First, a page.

In the 1960s, international animation festivals around the world were scarce. The most important one, Annecy, founded in 1960, was growing steadily. But many smaller festivals appeared around the same time and disappeared most immediately.
In that context, the World Retrospective of Animated Cinema, which took place in Montreal from August 13th to 18th in 1967, is particularly interesting because of the ambition of the organizers. Initiated by the Cinémathèque canadienne (the future Cinémathèque québécoise) and the Montreal International Film Festival, in collaboration with the National Film Board of Canada, the World Retrospective is the result of hard work led by two animation enthusiasts: the French critic André Martin and the founder of the Cinémathèque, Guy L. Coté.
The highlights of the event were an exhibition on animation at the Sir George Williams University (known today as Concordia), lectures and screenings about animation history and contemporary production, and an important gathering of animation-related personalities.
The latter event still strikes us nearly 50 years later. Never had Montreal, or any city for that matter, received such a legendary array of prestigious guests working in animation from around the world (and it has never happened since). For one remarkable moment in time, the pioneers who had developed the art of hand-drawn animation mingled with a new group of artists who were developing computer animation.
In attendance at the Montreal event:
American animation pioneers (John Randolph Bray, Otto Messmer, Dave Fleischer, Ub Iwerks, Paul Terry, Walter Lantz)
Directors and animators working for the successful Hollywood industry (Shamus Culhane, Bill Littlejohn, Mike Lah, Art Babbitt, Abe Levitow, Bill Hurtz, Pete Burness)
Experimental and avant-garde filmmakers (Peter Foldes, Robert Breer, Len Lye, Carmen D’Avino)
Computer animation pioneers (John Whitney, Kenneth Knowlton, Stan VanDerBeek)
Cartoon masters (Chuck Jones, Ward Kimball, Grim Natwick, Bill Tytla, Bob Clampett)
Women artists and filmmakers (Edith Vernick, Tissa David, Millie Goldsholl, Merle Welton)
Voice actors (June Foray, Paul Frees, Grace Stafford Lantz)
Famous artists from Western Europe (John Halas, Jean Image, Bruno Bozzetto, Manuel Otero)
Famous artists from Eastern Europe (Břetislav Pojar, Fyodor Khitruk, Karel Zeman, Ivan Ivanov-Vano, Gyula Macskássy, Dušan Vukotić, Todor Dinov)
Not to mention all the Canadians (the President of honor Norman McLaren, organizing committee members Robert Verrall, Pierre Hébert and René Jodoin; Al Sens, Ron Tunis, Grant Munro, Gerald Potterton, etc.).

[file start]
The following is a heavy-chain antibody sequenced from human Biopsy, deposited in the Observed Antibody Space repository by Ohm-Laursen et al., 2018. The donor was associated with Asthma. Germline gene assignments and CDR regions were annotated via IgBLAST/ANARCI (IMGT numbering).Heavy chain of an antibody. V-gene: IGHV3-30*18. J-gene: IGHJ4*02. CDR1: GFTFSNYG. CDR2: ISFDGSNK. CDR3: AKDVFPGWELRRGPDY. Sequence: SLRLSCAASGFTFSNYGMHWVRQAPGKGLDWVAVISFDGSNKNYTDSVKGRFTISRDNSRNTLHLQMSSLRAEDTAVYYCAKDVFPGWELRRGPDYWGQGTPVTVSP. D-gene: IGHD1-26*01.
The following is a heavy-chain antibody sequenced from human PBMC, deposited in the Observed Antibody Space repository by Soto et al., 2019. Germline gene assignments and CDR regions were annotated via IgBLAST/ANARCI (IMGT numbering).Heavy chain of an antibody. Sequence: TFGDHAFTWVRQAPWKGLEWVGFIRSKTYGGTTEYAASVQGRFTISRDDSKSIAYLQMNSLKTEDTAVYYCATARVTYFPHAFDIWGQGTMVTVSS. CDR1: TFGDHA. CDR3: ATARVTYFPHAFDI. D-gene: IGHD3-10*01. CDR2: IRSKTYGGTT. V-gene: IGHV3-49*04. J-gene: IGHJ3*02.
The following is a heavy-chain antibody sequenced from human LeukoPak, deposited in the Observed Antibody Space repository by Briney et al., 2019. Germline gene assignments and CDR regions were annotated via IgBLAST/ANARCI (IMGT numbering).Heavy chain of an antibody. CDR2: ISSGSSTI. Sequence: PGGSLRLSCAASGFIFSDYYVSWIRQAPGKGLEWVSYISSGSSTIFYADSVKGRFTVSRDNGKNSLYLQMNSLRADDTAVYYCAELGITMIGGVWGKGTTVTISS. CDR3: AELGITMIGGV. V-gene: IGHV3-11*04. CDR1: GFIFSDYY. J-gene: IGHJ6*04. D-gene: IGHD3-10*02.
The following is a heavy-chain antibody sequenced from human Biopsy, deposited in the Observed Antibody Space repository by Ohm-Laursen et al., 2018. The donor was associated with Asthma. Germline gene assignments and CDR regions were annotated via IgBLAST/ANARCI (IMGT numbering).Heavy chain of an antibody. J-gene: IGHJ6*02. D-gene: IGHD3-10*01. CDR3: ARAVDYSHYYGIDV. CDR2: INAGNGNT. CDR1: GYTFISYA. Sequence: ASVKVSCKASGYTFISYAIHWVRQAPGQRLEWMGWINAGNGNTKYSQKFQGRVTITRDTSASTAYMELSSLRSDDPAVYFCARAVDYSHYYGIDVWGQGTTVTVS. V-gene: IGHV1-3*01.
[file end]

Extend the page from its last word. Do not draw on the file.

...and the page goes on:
The photo of the chalkboard on which the organizers put the guests’ names and hotels gives us a precise idea of the international and prestigious range of this animation reunion.
Thanks to the Cinémathèque québécoise archives, we know today that running the event was a real challenge. 1967 was the year of the Montreal World Fair (known as Expo ’67). The hotels were crowded. Reading the correspondence—letters and telegrams—from around the world is dizzying. Jan Švankmajer was supposed to come but his trip was cancelled; others declined then changed their mind (Chuck Jones); some others were sorry that they couldn’t come (Jiří Trnka, Tex Avery, Bill Hanna).
Assisted by the Executive Secretary Françoise Jaubert, the Organizing Committee accomplished an amazing task in the preparation of the event. According to the testimonies of those who attended, the efforts bore fruits.
The World Retrospective—and other cultural events of that time—were covered by the free-lance photographer Bruno Massenet, whose negatives of his coverage of film events are now part of the Cinémathèque québécoise’s collections. Among those negatives are immortalized moments from the cocktail gathering at the 1967 animation event, which took place at the Montreal Windsor Hotel (since closed).
What do we see in them? Conviviality. And they teach us that if only for one day, people from different areas of the animation world, even if they were in economic, artistic, or ideological opposition, got together in the same place and fraternized.
It is common nowadays to serve wine at cocktails. We can see in the photos though that in 1967, at least in North America, guests attending the cocktail affair were drinking something else. What was it? Mostly gin and tonics. They were excellent, apparently.
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